explainer

Explained: Why people are calling for J.K. Rowling's new book to be pulled from the shelves.

J.K. Rowling's new novel, Troubled Blood, is one of the highest-selling books in the world right now. It's at the top of the charts in Australia and the UK, and it holds the number-three spot on the coveted New York Times best-seller list.

But there's a vocal contingent of critics arguing that it should be pulled from the shelves.

Why is J.K. Rowling's new book controversial?

Troubled Blood is the fifth in the Cormoran Strike series of detective novels written by Rowling under the pen name Robert Galbraith.

The issue of contention with this particular book is that it features a male serial killer who dresses in women's clothing. Which, in the context of Rowling's recent comments about transgender people, has been interpreted by some as another slight at those who don't conform to a gender binary.

Watch: Just some of the ignorance trans people face in the dating world.


Video via Mamamia.

Several independent retailers have refused to stock the book.

Among them is Australian outlet Secret Book Stuff, the owners of which told Mamamia Out Loud, "If bookshops publicly choosing not to stock J.K.'s new book means that a little trans kid can walk past or walk inside and feel like it's another safe space for them to be, then that's the ultimate allyship in our eyes and it's all that matters".

Remind me what J.K. Rowling has said about trans identity.

Just a matter of years ago, J.K. Rowling was perhaps the world's most beloved children's author; the creator of the magical world of Harry Potter into which millions of children had escaped.

But from roughly 2017 onward, the Brit alienated many by leaving social media breadcrumbs that hinted at her conservative stance on gender identity.

That year, she hit the 'like' button on a tweet directing to a Medium article that claimed cisgender women are scared of sharing female-designated spaces with trans women.

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In 2019, she tweeted her support for Maya Forstater, a British woman who was sacked for tweeting anti-trans statements, including "men cannot change into women".

And on June 7 this year, she retweeted an article to her 14.5 million followers titled, "Creating a more equal post-COVID-19 world for people who menstruate". 

"'People who menstruate,'" she commented. "I'm sure there used to be a word for those people. Someone help me out. Wumben? Wimpund? Woomud?"

The comment, in the eyes of many trans people and advocates, entirely erased the experience of trans men. As one tweeted, "Not all women menstruate and not all who menstruate are women. There are many girls, non-binary folx, trans boys, and trans men who also get a period."

Image: Twitter.

Later that month, Rowling attempted to explain her position on trans identity in a lengthy essay, which she published to her website. But it only served to stoke the controversy.

In the 3600-word piece, Rowling accused the trans rights movement of doing "demonstrable harm in seeking to erode 'woman' as a political and biological class" and of "offering cover to predators like few before it".

She also confirmed her opposition to trans women accessing female-designated spaces due to a perceived risk that cis men will exploit the opportunity to assault those inside: "When you throw open the doors of bathrooms and changing rooms to any man who believes or feels he’s a woman... then you open the door to any and all men who wish to come inside."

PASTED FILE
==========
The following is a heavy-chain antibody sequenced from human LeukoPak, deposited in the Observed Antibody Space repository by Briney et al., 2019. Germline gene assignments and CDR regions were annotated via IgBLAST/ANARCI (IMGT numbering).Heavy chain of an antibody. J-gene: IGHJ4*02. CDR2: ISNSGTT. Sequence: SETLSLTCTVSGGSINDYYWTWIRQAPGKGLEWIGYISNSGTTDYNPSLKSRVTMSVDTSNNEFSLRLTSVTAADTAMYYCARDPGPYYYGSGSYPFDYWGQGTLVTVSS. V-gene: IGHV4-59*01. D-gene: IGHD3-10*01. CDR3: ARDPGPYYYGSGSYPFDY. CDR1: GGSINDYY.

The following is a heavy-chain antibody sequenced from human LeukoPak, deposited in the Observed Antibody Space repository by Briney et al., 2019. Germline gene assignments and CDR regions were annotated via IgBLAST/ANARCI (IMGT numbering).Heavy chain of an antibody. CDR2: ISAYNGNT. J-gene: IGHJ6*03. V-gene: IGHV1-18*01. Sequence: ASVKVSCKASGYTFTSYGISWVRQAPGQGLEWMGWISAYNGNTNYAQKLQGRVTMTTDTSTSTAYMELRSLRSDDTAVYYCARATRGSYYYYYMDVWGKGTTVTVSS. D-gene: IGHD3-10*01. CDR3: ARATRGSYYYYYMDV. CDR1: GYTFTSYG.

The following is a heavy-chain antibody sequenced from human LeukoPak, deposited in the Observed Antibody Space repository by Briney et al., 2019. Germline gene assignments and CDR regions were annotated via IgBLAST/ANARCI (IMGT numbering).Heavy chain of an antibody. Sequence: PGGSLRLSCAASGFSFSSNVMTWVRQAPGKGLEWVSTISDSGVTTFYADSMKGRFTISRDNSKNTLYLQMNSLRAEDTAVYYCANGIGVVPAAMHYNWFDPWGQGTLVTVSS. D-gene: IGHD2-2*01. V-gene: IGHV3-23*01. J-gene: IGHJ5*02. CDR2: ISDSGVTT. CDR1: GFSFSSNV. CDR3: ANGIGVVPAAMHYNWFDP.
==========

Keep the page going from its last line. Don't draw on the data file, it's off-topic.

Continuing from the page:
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She also appeared to conflate the gender dysphoria experienced by trans people with her own desire to be accepted by her peers and family: "I struggled with severe OCD as a teenager. If I’d found community and sympathy online that I couldn’t find in my immediate environment, I believe I could have been persuaded to turn myself into the son my father had openly said he’d have preferred".  

You can read the essay in full here.

So, should Troubled Blood be pulled from the shelves?: Each side of the debate.

Those who argue 'Yes' may say....

By portraying cross-dressing as the quirk of a murderous villain, Rowling has penned a damaging portrayal of people who exist outside a gender binary. 

It appears to be part of a pattern. Consider her recent comments undermining the experience of trans people. Consider the fact that her second 'Cormoran Strike' novel featured a trans character whom she labelled "unstable and aggressive". And now, consider the message sent by a dangerous, duplicitous deviant dressing in women's clothes (as one reviewer for The Telegraph put it, the moral of the book seems to be "never trust a man in a dress").

Representations like these stoke ignorance and prejudice and are hurtful to an already marginalised community.

Those who argue 'No' may say...

Troubled Blood isn't harmful on its own. It doesn't contain hate speech nor incite violence, and the supposedly contentious character is not transgender — as one Washington Post journalist put it, "Mostly, he’s a red herring".

The opposition to this book stems from the opposition to its author. Fans feel betrayed that the person behind the "everyone is welcome at Hogwarts" ethos holds certain intolerant ideas.

Pulling the book from the shelves therefore suggests that because Rowling has opinions contrary to the norm, her work should not be given a platform. That is intolerant, and that is censorship.

How has Rowling responded to the backlash?

While she hasn't addressed the backlash to Troubled Blood explicitly, Rowling last week tweeted a photograph of a t-shirt, writing, "Sometimes a t-shirt just speaks to you".

The slogan across the front?

"This witch doesn't burn."

Feature image: Getty.

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